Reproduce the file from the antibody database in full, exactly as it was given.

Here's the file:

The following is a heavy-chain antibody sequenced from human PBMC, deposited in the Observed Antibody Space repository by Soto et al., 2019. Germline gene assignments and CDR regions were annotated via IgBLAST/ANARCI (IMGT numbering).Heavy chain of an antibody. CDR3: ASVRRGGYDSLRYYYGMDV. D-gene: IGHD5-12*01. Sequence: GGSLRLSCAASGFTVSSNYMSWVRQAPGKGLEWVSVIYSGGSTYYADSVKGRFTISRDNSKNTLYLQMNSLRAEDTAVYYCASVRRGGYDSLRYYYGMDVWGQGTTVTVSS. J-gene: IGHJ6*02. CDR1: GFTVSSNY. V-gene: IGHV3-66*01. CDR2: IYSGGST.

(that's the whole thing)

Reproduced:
The following is a heavy-chain antibody sequenced from human PBMC, deposited in the Observed Antibody Space repository by Soto et al., 2019. Germline gene assignments and CDR regions were annotated via IgBLAST/ANARCI (IMGT numbering).Heavy chain of an antibody. CDR3: ASVRRGGYDSLRYYYGMDV. D-gene: IGHD5-12*01. Sequence: GGSLRLSCAASGFTVSSNYMSWVRQAPGKGLEWVSVIYSGGSTYYADSVKGRFTISRDNSKNTLYLQMNSLRAEDTAVYYCASVRRGGYDSLRYYYGMDVWGQGTTVTVSS. J-gene: IGHJ6*02. CDR1: GFTVSSNY. V-gene: IGHV3-66*01. CDR2: IYSGGST.